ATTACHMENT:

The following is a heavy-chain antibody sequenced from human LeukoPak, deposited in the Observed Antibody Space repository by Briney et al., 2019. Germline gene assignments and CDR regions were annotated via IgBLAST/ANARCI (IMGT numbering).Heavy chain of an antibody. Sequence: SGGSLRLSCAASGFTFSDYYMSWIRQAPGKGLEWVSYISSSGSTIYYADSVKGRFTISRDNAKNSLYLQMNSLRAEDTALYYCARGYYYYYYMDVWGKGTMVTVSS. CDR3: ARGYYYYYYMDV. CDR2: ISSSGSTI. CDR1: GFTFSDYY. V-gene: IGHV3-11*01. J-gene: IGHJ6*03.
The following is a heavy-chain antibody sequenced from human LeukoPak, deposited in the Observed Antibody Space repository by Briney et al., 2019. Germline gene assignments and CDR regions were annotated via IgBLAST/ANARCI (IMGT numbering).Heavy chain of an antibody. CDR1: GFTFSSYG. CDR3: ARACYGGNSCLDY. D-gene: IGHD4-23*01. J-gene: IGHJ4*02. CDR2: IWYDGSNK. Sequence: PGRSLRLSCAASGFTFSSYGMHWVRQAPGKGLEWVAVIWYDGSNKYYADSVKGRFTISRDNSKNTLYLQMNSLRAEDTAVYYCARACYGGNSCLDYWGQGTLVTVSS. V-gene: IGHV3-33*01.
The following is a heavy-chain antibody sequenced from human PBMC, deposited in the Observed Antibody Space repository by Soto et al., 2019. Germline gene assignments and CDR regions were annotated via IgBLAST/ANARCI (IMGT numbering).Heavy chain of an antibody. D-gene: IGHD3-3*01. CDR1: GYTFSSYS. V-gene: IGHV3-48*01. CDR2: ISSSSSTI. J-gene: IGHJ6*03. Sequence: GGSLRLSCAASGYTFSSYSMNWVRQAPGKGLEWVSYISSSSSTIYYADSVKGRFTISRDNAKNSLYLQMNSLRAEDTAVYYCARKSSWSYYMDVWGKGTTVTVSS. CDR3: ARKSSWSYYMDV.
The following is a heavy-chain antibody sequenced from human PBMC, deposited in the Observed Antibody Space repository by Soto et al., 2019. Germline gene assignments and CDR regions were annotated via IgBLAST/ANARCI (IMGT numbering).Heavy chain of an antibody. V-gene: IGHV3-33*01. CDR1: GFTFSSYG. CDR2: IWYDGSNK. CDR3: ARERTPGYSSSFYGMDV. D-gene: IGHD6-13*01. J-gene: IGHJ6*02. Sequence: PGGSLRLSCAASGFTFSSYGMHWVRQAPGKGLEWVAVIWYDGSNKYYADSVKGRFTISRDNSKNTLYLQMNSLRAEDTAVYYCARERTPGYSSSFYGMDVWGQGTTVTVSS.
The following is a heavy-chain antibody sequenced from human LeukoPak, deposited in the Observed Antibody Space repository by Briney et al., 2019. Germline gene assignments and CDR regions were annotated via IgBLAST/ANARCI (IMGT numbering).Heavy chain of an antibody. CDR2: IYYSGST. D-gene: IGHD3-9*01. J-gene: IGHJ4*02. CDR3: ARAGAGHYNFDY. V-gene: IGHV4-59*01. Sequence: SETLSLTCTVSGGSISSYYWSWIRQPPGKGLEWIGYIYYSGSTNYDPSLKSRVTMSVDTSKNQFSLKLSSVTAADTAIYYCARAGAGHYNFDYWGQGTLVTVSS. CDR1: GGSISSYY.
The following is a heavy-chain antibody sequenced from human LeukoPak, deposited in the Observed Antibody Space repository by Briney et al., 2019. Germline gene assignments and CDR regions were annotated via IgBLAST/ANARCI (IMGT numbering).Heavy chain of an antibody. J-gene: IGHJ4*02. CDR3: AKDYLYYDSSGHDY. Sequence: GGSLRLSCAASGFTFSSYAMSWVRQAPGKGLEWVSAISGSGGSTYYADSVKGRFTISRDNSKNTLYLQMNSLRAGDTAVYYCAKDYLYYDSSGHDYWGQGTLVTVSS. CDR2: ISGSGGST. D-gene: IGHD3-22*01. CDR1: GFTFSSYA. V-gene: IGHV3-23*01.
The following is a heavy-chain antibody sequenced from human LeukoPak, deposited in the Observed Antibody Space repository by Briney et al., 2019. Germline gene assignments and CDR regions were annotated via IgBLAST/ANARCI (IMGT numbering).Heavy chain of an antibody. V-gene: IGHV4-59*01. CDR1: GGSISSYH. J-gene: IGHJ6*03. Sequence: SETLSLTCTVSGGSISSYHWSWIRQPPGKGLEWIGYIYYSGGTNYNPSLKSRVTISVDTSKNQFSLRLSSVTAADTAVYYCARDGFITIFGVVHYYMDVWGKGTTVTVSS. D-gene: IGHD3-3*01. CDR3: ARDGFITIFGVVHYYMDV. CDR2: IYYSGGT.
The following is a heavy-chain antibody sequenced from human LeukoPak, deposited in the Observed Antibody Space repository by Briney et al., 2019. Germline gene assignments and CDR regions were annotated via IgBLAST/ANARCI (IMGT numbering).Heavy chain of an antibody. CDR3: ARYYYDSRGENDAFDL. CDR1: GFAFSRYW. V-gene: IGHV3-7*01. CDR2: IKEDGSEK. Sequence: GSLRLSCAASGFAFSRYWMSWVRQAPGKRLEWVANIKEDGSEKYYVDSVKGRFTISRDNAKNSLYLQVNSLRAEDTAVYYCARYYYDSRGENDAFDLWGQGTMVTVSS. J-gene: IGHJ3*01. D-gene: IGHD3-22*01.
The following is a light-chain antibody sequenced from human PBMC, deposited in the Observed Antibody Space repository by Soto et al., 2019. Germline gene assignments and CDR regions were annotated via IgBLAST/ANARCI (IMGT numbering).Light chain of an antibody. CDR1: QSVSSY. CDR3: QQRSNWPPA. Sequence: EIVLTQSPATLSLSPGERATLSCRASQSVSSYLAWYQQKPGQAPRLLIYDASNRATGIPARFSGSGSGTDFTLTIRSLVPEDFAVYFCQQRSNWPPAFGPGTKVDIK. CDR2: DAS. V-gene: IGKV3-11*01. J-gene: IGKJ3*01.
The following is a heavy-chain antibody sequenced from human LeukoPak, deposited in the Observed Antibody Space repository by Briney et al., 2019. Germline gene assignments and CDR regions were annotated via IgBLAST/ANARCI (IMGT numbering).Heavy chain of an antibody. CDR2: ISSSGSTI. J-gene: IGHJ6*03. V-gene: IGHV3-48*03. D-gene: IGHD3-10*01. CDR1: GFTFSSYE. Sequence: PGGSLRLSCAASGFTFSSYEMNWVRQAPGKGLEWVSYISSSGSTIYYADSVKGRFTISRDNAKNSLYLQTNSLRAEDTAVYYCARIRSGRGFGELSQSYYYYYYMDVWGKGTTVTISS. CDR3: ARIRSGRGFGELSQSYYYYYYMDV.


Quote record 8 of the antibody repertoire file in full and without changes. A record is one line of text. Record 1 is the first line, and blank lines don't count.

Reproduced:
The following is a heavy-chain antibody sequenced from human LeukoPak, deposited in the Observed Antibody Space repository by Briney et al., 2019. Germline gene assignments and CDR regions were annotated via IgBLAST/ANARCI (IMGT numbering).Heavy chain of an antibody. CDR3: ARYYYDSRGENDAFDL. CDR1: GFAFSRYW. V-gene: IGHV3-7*01. CDR2: IKEDGSEK. Sequence: GSLRLSCAASGFAFSRYWMSWVRQAPGKRLEWVANIKEDGSEKYYVDSVKGRFTISRDNAKNSLYLQVNSLRAEDTAVYYCARYYYDSRGENDAFDLWGQGTMVTVSS. J-gene: IGHJ3*01. D-gene: IGHD3-22*01.